Mapzen* released Mobility Explorer last week. It is the graphical user interface (GUI) to the Transitland datastore of a lot of the world’s transit schedules and maps.
It also has isochrones, which are more commonly known as “mode sheds”, or the area that you can reach by a specific mode in a specific amount of time.
I wanted to test it quickly to see what these mode sheds say about where I live, a block north of Humboldt Park. From my house, on a bicycle, I can reach the edges of an area that’s 25 square miles in 15 minutes.
The distance you can travel from my house at the north end of Humboldt Park in 15 minutes by three modes, assuming you leave at 2:21 PM today (in increasing distance/area): Transit (dark purple) Bicycling (burgundy) Driving (pink)
You can request these isochrones through this API call for any location and they’ll be returned as GeoJSON.
I’m still learning how isochrones work, and how they can be adjusted (to account for different rider seeds and route costs or penalties). One difference between bicycling and driving is that the driving area is increased by expressways while the bicycling area has a more uniform shape.
The bike shed is 25.7 square miles, and the driving shed is 52.0 square miles.
*I do contract work for Mapzen and maintain parts of the Transitland Feed Registry.
Rahm Emanuel has opened a lot of cool new parks – Maggie Daley, Northerly Island, 606, and Grant Park Skate Park – since he became mayor. (Making arguments that the parking lot south of Soldier Field can’t be anything but a parking lot pretty lame.)
This morning Emanuel cut the ribbon on the Big Marsh Bike Park, first announced in July 2014. It’s still known as Park 564, until the Chicago Park District board adopts a new name.
The single-track trails, terrain park, and pump track, are free and open to the public every day from dawn until dusk. It resembles the Valmont Bike Park in Boulder Colorado, which I visited in 2014.
Big Marsh was listed in the city’s Habitat Directory in 2005, noting, “Big Marsh is the largest individual wetland in the Calumet Open Space Reserve with approximately 90 acres of open water. Hiking and biking trails and canoe launch are ideas for this area in the future. As of this writing, the site is undeveloped.”
A map of the Big Marsh wetland in 2005 in the City of Chicago’s Habitat Directory. The bike park is mainly in the cleared space east of the #2 on the map.
The area is also part of the the State of Illinois’s Millennium Reserve program, a group of projects to restore natural areas, create new economic development opportunities in the area, and build more recreational sites.
There is no bike infrastructure to access the site, and many roads leading to the site are in bad condition, or have high-speed car traffic. There is a large car parking lot at the site.
* If you would like to help me map the bike park into OpenStreetMap, you can load the architect’s map of the site into JOSM using this WMS tile layer.
This is the ordinance that says residential developments have to provide 0.5 car parking spaces per home, and that the minimum home size can be smaller.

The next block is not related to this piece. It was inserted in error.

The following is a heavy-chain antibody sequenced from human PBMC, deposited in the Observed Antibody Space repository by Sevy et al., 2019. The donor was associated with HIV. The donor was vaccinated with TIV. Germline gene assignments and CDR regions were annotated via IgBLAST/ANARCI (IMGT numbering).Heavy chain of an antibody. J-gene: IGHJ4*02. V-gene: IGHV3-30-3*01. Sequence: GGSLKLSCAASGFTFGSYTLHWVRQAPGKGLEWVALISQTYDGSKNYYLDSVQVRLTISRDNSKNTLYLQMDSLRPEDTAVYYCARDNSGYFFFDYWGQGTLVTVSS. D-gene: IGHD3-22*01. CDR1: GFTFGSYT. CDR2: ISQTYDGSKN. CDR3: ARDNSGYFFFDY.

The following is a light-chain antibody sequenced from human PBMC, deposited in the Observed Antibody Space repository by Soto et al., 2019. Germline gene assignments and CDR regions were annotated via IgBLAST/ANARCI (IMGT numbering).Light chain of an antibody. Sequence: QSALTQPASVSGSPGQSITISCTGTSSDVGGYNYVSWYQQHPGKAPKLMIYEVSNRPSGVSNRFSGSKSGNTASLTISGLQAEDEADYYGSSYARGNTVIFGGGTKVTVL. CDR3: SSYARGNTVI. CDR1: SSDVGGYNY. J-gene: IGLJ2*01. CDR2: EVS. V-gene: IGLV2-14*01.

How many units? At least 1,500. Here’re the 19 buildings I know about that are being built within 600 and 1,200 feet* of a Chicago Transit Authority ‘L’ station – the only areas, essentially, where multi-family housing can be developed.
Why can’t dense housing be built elsewhere? Because the most desirable living areas in Chicago – along retail streets in Logan Square, North Center, Lincoln Park, Lakeview, and West Town – are zoned for single-family use. (And ad-hoc zoning districts taking the place of community land use planning.)
How do I know popular neighborhoods are zoned for single-family use? Because Daniel Hertz’s new Simplified Chicago Zoning Map makes it easy to see. Yep, even along those dense business districts and even outside the train stations.
Do the single-family home zones contain single-family homes now? Absolutely not! Much of the buildings in areas zoned for single-family homes have everything but! The particular view of the map that Hertz uses in his blog post shows that even adjacent to CTA stations, and within 1 block, there are only single-family zones (in red). There are many multi-family buildings in these red zones.
Red areas are zoned for single-family homes only. View the map.
What ends up happening there? Teardowns. And the Lakeview Chamber of Commerce finds believes that non-matching zoning – it matches neither the existing uses nor the needs for the neighborhood – and teardowns are going to cut into consumer spending on its lively retail streets. Lakeview is seeing a population change to families which tend to have less disposable income.
More housing in a popular neighborhood means more shoppers, more property taxes, more “boots on the ground”, more “pedestrian congestion” in front of our local businesses.
Doesn’t the ordinance make station-adjacent parcels friendly to multi-family housing because of the TOD ordinance? Yes, and no. As Hertz points out, “virtually every sizable development involves a zoning variance or planned development process that goes beyond the zoning you’ll see on the map”.
The TOD ordinance is 19 months old and working exactly as intended, building more housing next to train stations, and giving more people the opportunity to have access to affordable transportation. So it needs an upgrade to be able to do more. Since, in Chicago, zoning is our land use plan, we need the best kind of zoning rules and this is one of the best.